To sum up the research, we advise a translator intended to translate old languages written in Arabic script to become aware of difficulties and suggestions which suggested here before they start translating.

4.1. Difficulties

(1). The most evident difficulty in translating old languages written in Arabic script is the alphabet itself, including the writing rules of those languages.

(2). Differences in cultural practices between the old and the new culture of the original text.

(3). The phonetic system of the languages. Absence of vowel signs in Arabic, Persian and old Turkic especially in the professional form of the language confuse readers.

(4). The translators' lack of familiarity with Arabic script types. Taking into account that old Turkic language was used with Arabic script types like Kufic, Naskh, Thuluth, Ta'liq, Nasta'liq, Riq'a, Diwani and others (Classic Arabic Script Types, 2012).

(5). Some translators intending to translate old languages into English attempt to translate old languages on their own without seeking any advice or help.

4.2. Suggestions

(1). The translator should make it clear whether the manuscript is the copy or the original.

(2). In the event original doesn't exist, a translator should try to obtain all available copies or even the copies of the copies.

(3). The translator must attain all necessary knowledge about the old SL and should have a good command of present TL.

(4). It would be better if a translator is chosen from among whom is well aware of the old language or already experienced in that type of translation.

(5). The translator should be more careful while translating old languages and must avoid making any small mistake, accept that translation of old languages bears importance to the culture of people.

(6). The translator should try to seek the best fitting meaning of the word of the original and not remove it instead in order to avoid wrong translation.

(7). The translator should report what they have omitted in the original text no matter how difficult the language is and give them in a note on the pages of their translation.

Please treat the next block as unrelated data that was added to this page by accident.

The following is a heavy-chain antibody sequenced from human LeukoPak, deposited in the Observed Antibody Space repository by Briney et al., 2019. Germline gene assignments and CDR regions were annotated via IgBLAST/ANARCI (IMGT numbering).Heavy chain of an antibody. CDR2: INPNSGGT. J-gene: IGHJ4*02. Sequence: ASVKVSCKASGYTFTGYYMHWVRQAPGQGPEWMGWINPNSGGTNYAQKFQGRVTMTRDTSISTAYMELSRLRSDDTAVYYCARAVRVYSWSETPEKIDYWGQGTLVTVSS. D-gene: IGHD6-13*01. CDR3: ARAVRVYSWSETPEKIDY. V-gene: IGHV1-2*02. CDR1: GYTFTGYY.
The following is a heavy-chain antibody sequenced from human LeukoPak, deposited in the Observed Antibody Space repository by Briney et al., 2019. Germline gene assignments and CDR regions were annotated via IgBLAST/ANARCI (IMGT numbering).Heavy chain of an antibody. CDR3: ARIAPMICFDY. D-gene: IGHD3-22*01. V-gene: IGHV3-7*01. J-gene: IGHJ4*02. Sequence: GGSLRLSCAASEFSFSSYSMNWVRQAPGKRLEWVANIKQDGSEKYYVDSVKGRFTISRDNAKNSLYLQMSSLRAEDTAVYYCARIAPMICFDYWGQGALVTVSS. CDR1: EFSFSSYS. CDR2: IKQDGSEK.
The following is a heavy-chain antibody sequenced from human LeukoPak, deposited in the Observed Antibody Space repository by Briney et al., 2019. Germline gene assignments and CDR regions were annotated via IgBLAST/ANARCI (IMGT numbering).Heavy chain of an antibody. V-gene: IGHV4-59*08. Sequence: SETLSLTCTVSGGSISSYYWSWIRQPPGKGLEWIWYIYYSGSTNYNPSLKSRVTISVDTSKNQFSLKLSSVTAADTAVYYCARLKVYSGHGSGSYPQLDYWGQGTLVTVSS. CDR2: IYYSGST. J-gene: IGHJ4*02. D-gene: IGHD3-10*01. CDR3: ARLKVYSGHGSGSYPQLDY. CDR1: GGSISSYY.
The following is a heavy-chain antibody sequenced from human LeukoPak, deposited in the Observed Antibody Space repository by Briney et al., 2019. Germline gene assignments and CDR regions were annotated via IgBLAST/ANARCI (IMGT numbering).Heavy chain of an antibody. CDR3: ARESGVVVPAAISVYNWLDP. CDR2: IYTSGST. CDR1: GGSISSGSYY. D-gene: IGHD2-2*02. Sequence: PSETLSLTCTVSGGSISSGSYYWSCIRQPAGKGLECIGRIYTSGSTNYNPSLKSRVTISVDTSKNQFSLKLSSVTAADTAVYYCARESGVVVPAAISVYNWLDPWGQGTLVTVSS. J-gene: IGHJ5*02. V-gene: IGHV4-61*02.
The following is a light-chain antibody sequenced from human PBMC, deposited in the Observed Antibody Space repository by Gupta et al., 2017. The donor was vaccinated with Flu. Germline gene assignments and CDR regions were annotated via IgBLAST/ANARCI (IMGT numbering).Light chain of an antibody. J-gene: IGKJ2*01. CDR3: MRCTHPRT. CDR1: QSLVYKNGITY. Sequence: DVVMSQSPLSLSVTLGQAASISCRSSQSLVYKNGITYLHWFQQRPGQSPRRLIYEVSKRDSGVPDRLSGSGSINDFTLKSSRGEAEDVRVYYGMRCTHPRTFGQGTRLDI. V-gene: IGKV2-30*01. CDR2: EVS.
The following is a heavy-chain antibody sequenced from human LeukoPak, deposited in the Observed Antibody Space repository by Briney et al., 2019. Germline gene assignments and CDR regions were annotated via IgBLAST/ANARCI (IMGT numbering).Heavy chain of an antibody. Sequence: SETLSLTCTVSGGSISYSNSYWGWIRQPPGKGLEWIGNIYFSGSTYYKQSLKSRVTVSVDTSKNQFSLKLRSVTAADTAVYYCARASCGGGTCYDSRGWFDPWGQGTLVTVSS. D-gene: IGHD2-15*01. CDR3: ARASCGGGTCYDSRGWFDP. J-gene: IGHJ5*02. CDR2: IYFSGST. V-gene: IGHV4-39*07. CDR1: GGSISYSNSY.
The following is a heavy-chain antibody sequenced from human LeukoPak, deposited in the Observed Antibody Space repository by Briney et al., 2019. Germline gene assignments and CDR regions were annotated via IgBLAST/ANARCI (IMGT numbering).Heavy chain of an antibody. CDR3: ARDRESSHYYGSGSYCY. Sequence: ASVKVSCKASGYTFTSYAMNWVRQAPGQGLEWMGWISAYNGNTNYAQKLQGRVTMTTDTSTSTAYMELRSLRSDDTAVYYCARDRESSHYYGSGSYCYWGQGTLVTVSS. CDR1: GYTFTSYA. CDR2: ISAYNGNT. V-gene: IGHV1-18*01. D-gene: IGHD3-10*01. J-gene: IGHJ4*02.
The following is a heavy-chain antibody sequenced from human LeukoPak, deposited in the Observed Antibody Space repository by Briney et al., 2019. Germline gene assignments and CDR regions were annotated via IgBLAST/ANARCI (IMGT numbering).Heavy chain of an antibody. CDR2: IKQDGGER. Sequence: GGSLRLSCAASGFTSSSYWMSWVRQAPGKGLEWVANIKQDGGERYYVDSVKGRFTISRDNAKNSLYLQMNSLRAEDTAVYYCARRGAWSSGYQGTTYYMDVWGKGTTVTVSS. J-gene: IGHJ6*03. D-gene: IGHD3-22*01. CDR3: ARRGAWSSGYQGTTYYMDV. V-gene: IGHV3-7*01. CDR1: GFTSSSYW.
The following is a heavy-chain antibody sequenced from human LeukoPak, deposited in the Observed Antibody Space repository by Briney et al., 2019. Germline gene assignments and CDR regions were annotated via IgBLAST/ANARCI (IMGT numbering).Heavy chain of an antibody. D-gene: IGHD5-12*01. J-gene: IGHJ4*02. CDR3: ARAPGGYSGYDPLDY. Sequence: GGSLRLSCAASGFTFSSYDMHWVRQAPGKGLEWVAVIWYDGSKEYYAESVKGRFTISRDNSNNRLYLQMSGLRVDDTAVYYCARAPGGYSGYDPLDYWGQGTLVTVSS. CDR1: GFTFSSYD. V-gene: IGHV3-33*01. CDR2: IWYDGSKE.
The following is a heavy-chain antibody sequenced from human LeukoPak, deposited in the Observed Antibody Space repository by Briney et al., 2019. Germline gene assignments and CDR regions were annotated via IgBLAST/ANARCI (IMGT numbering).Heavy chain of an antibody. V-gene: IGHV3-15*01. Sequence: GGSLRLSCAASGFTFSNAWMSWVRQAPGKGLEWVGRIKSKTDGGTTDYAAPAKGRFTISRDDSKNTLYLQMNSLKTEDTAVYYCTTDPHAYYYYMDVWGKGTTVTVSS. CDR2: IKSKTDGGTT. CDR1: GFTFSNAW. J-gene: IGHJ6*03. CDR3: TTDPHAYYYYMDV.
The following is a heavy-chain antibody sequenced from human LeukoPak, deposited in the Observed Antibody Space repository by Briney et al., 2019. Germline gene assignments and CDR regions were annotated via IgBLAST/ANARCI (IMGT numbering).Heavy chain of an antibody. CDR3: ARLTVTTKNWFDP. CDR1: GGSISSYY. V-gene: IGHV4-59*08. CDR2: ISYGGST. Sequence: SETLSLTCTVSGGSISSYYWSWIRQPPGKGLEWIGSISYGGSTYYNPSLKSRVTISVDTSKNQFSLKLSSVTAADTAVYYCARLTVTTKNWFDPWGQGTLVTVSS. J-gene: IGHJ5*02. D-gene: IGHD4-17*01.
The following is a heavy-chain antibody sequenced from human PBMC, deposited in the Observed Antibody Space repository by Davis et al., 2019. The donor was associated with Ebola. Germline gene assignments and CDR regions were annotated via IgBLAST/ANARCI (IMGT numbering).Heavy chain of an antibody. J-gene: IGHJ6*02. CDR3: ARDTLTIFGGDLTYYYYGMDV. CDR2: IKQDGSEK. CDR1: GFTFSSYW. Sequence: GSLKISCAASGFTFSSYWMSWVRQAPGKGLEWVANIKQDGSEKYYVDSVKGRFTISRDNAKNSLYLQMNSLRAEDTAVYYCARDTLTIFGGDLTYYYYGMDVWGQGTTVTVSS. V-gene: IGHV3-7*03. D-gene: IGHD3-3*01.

(8). The translator should neither abbreviate nor extent the meaning in sentences when it is repetitive or looks long.

(9). The translator should not play on the words or phrases translating the same word in a different way in the same translation.

(10). In the event an available professional translator is hard to identify, it is better to hire someone who is rather experienced in SL than being a professional in the TL.

Surely, such skillful and reliable translators are especially needed today. So many countries with their differing religions and cultures must live closer as a global community than ever before. Such accurate translations can help bring them together and form friendships while teaching some traditional values of each. This type of high quality and correct translations can only but help to bring peace and solidarity in this multicultural world.


References

  1. Al-Hilali, M. / Muhsin Khan M. (1998): The Noble Qur'’an: The English Translation of the Meanings and Commentary. Madinah: King Fahd Complex.
  2. Cəmşidov, Ş. (1999): Kitabi-DədəmQorqud. Bakı: Elm.
  3. Dəmirçizadə, Ə. (1959): Kitabi-DədəQorqud dastanının dili. Pedaqoji institutların tələbələri üçün tədris vəsaiti. Bakı: APİ.
  4. Ergin, M. Sözlük (1994): Dede Korkut Kitabı II. İndeks-Gramer.
  5. Hatip, A. (1999): Mülk, Nebe ve Saf surelerinin tefsiri. Baku: Baku State University Press.
  6. İsaxanlı, H. (2002): Kitabi-Dədəm Qorqud Aşiqi. Bakı: Xəzər Universitəsi Nəşriyyatı.
  7. Lewis, G. (1974): The Book of Dede Korkut. Harmondsworth: Penguin Books.
  8. Mirabile, P. (1991): Legends of Dede Korkut. Istanbul: Inkilab Kitab Evi.
  9. Sale, G. (1861): The Koran: Commonly called The Alcoran of Mohammed. Los Angeles: Southern Regional Library Faculty of University of California.
  10. Shikhbabayev, N. (2009): Kitabi-Dədəm Qorquddastanının ingilis dilinə trcümələrinin müqayisəli təhlili. Unpublished doctoral thesis. Khazar University.
  11. Spears, R. (1975): NTS's dictionary of American slang and colloquial Expressions. Third edition. Chicago: NTC Publishing Group.
  12. Sümer, F. / Uysal, A. E. / Walker, W. S. (1972): The Book of Dede Korkut. Austin: University of Texas Press.
  13. Zawaideh, F. H. (2012): Arabic Hand Written Character Recognition Using Modified Multi-Neural Network. In: Journal of Emerging Trends in Computing and Information Sciences 3/7, 1021-1026.